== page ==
How we look after ourselves at university can dramatically affect how we perform physically, intellectually, emotionally and socially.

The following was adapted from the Autumn 2019 issue of Optimum Nutrition.


If you’re heading off to university, chances are that good nutrition is last on your list of priorities — unless, of course, you are studying nutrition...

Yet eating well, some exercise and good quality sleep are important tools in your student survival kit.

Good nutrition

Most of us can exist on poor quality food, yet we wouldn’t put the wrong fuel into a car.

Recently [in Autumn 2019] it was reported that a teenager who lived off crisps, chips, white bread and an occasional slice of ham or sausage not only lost some of his hearing but was registered blind by the age of 17.

This is an extreme case but demonstrates that eating just to satisfy hunger isn’t enough.

Macro and micronutrients

Macronutrients are the nutrients that we consume in large amounts. These include fibre, protein, fat and carbohydrates.

Micronutrients are the nutrients that we eat in small or trace amounts. These include the entire range of vitamins and minerals. We should be able to get adequate amounts from a varied diet.

Knowledge is power

Knowing how to cook is a great way to nurture friendships — and look after yourself!

But if you can’t cook, fear not — ask friends and family to show you how, look at cookbooks and find tips online.

Liam, a fifth-year medical student, told Optimum Nutrition that when he started university he was “scared” in the kitchen.

These days, he is proud of his culinary skills — although it took him a few years to get there.

Catered halls

For Liam, living in catered halls in his first year was a useful but imperfect arrangement because the canteen was not synchronised to appetite or timetable.

“I wasn’t necessarily hungry [when the canteen was open] or I had activities which clashed, such as hockey training. So I ended up missing a lot of meals and eating toast in my room,” he says.

The canteen food didn’t always hit the spot, either.

“I found the dinners to be very poor quality and often just consisted of a dry piece of meat, soggy veg and copious pasta [or] potatoes to bulk out the meals.”

He says catered students had £5.30 meal cards which enabled them to buy meal deals at the university restaurants and cafés, but there the options were mainly “burgers, pizza, burritos etc.” and he found it difficult to find nutritious food.

Like many first year students, Liam gained weight. “I definitely found… [that I] felt a lot more bulky than I had before and didn’t feel very in control of what I was eating.”

Student house

After moving into a shared house in his second year, Liam attempted to cook in what he describes as probably the first time in his life.

He says: “The food was bland and I was too scared to attempt following recipes out of fear of my lack of skills.”

Yet, for Liam, takeaways were not the answer either. “With takeaways... I have found that the allure of them is never as satisfying as they make you feel... afterwards I feel greasy and very self-conscious of what I had put in my body.”

Learning with recipe boxes

Half way through his fourth year, on his mother’s advice, Liam began using recipe boxes to learn to cook.

Because these are delivered with easy recipes and ready-measured ingredients, they gave him the confidence to cook meals he would never have attempted before.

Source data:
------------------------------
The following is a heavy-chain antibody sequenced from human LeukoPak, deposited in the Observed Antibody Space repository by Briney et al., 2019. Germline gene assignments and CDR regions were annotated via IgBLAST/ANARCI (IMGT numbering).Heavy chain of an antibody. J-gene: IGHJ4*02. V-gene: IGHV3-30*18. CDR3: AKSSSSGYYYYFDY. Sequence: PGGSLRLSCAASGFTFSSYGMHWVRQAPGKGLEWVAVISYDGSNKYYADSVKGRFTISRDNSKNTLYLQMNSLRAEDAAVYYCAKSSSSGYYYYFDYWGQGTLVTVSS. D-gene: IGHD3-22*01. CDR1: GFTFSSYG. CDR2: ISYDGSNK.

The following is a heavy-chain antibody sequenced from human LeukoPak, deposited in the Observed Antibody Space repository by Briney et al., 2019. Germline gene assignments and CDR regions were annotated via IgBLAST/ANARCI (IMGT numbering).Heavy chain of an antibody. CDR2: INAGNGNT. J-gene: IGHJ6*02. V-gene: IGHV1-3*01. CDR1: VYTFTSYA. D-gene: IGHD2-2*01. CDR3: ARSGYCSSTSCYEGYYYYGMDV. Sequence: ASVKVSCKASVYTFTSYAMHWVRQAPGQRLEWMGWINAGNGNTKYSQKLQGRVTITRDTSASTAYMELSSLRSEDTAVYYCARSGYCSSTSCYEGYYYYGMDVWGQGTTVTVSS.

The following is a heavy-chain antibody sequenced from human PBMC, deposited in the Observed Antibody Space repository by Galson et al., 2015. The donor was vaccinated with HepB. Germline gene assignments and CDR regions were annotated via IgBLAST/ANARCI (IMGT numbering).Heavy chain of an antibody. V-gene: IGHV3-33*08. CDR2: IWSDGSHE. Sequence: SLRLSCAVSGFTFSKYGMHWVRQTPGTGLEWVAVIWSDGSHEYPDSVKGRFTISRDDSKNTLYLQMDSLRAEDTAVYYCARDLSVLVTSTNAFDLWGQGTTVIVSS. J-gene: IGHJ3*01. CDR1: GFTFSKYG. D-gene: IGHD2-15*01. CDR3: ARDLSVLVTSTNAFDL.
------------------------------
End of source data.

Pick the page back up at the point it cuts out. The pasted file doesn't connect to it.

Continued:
“Once I did I absolutely loved it, and still thoroughly enjoy it now,” he says.

“I’ve cooked classic dishes that I never before would have attempted, like lasagne and cottage pie, to more exciting meals like kung pao chicken, fish cakes and ramen noodle bowls.

“Each week there are new recipes... and the meals predominantly take between 20 and 40 minutes to cook.

“This for me is perfect as they keep me engaged and don’t take too long. I viewed cooking as a chore before... but no longer.”

Cooking to impress

Liam tried various recipe boxes before settling on one brand. He adds that since using recipe boxes, he and his girlfriend have barely eaten the same meal twice.

“We’ve loved trying out things we hadn’t heard or wouldn’t have thought of... they’ve made me fall in love with my own home cooked food.

“I’m less embarrassed when I cook for my girlfriend as I have confidence in my skills and what I’m making.”

He is also more aware now of what goes into his food and how it makes him feel.

“I have definitely found I feel better when I’ve had a run of eating good healthy meals... the whole experience of university life is making me more aware of what my body likes, what fuels me better to play sport, and how I feel about myself.

“Good homemade food, coupled with an active lifestyle are a necessity.”

“As a medical student wellbeing is extremely important, especially in regards to mental health. The course is very intense and can be extremely stressful, so a good diet especially around exam time can be beneficial.”

Build a repertoire

So if you struggle in the kitchen, learning just a few simple recipes will stand you in good stead for university.

Liam suggests learning to cook in a relaxed environment and to use time at home, perhaps during holidays, to build up a repertoire of six or seven meals — with the help of a relative if need be.

“Being able to cook six or seven meals well allows you to settle into uni without having to worry about learning to cook.”

And if you do try recipe boxes, Liam suggests looking out for deals and offers.

"Don’t be afraid to ask for help and don’t be afraid to make some rubbish meals,” he says. “As with everything in life, failure is the best way to succeed, and allows you to rectify mistakes.”


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